So the next day,
instead of going to Atlanta to play golf with Paul Richards, I went to Boston
to play baseball with the Red Sox.
When I first
joined the Red Sox in late August, I thought of the change only in technical
baseball terms. But the Red Sox weren't just the Boston Red Sox. They were the
New England Red Sox, with fans all the way from the Maritime Provinces of
Canada to Hartford, Conn. I hadn't played before sellout crowds more than half
a dozen times in my life. Now I played before them almost every day. It was
exciting and so was the pennant race, with four teams in it right up to the
last week. I felt the pressure and was pretty nervous all through that crazy
stretch drive, but I loved every minute of it. And Boston made me. In Kansas
City I was Harrelson the first baseman who sometimes went on batting sprees,
wore long hair and unconventional clothes. The thing was, the only people who
knew or gave a hoot were in Kansas City. Suddenly I had charisma and I didn't
even know what that meant. But after eight months in Boston I did. In Boston I
had made it as a commodity, the "Hawk."
To tell the truth,
though, I tried too hard in those last weeks of the '67 season. In 23 games I
drove in 14 runs, almost all in big games, but the rest—particularly Carl
Yastrzemski—were really winning the pennant for Boston.
I had a poor
Series, getting only one hit in four games, and my future with the Red Sox in
1968 was very doubtful. It remained so through the '68 spring training season.
I didn't start the season in right, but soon I was playing there regularly.
Then I started hammering the ball again. I hit home runs, I drove in runs in
bunches, I hit for average, I did it all. I was having the time of my life,
both on and off the field. And learning—learning new things about baseball and
about myself simply through the things that happened almost every day. I talked
more baseball than I ever had before and with more people who knew more than I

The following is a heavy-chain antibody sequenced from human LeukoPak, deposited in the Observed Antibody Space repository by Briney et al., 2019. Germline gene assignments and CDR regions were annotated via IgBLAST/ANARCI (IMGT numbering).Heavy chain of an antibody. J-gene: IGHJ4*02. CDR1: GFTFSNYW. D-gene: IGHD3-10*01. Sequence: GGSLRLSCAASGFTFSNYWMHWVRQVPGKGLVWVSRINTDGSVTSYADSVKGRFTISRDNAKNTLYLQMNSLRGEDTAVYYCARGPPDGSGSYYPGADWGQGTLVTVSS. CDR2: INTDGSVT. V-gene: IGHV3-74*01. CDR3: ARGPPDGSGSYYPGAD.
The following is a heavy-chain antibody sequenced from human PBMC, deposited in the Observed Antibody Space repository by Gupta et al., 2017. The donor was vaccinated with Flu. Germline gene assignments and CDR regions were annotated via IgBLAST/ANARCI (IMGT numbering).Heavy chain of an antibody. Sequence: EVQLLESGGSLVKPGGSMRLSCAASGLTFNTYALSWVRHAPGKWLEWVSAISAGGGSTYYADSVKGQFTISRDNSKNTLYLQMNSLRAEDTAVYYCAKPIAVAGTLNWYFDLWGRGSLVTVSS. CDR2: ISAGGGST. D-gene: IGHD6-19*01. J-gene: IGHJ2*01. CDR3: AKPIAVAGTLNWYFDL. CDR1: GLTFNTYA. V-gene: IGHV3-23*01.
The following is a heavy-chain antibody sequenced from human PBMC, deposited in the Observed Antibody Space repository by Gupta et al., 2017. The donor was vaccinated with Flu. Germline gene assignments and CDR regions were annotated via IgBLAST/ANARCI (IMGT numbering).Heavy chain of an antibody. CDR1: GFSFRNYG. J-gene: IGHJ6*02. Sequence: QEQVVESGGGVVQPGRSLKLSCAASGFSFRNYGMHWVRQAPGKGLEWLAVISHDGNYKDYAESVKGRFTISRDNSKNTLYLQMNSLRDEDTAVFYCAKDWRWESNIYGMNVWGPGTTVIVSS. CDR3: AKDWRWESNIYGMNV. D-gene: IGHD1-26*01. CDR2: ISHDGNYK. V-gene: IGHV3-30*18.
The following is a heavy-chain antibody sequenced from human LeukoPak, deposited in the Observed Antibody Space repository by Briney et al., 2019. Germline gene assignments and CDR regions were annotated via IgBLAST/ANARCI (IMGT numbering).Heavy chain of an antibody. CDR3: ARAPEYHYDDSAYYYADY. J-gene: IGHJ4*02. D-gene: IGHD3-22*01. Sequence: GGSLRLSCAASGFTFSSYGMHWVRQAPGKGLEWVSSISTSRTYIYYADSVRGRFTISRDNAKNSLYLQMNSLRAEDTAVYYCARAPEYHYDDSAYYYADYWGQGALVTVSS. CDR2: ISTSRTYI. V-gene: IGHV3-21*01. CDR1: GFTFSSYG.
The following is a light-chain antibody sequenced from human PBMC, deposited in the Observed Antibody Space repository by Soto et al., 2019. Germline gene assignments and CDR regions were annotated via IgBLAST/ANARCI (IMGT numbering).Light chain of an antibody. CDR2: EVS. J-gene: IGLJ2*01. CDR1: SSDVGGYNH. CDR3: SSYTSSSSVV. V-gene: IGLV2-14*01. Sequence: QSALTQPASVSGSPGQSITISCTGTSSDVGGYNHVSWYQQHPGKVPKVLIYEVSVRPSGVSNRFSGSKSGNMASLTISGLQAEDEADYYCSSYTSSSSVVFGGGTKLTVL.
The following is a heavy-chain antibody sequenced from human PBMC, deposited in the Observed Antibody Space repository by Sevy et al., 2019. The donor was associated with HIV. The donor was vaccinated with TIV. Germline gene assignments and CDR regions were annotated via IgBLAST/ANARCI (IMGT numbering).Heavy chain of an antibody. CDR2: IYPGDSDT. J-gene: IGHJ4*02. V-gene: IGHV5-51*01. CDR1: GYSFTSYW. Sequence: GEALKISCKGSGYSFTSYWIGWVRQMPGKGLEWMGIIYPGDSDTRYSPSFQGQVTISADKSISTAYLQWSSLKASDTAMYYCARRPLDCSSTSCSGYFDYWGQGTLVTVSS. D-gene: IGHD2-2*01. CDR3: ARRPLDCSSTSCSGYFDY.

did. That's why I'll never forget 1968. The only bad thing about it was that we
didn't win the pennant.
I had the world by
the ears. Offers came pouring in—for business opportunities, for television
shows, for appearances here, there and everywhere. Nothing like that had ever
happened to me before. Now I had to have some expert help. I couldn't tell the
difference between a legitimate deal and a phony one. I finally went to
Yastrzemski. He was the only guy on the Red Sox who had been through anything
said, "what do I do about all those offers I'm getting?"
Woolf," he said.
Signing up with
Bob Woolf was the smartest thing I ever did. Woolf put me on an allowance,
invested my money in numerous Boston and national enterprises and made me
something of a Boston institution.
I had a ball
through the winter of 1968-69. As the American League Player of the Year and
the league's RBI leader, I was showered with attention wherever I went. The
city of Savannah had a wonderful Hawk Harrelson Day, with honors for my mama,
parades and golf and parties and all sorts of other things. I had so many
offers that even Woolf went nuts sorting them out. I was richer, happier,
busier than I had ever been. The thought of ever leaving Boston never crossed
my mind. Then on Saturday. April 19, Alvin Dark, now managing the Indians,
phoned. He was all excited, happy as could be.
Hawk," he said. "Boy, am I glad to have you!"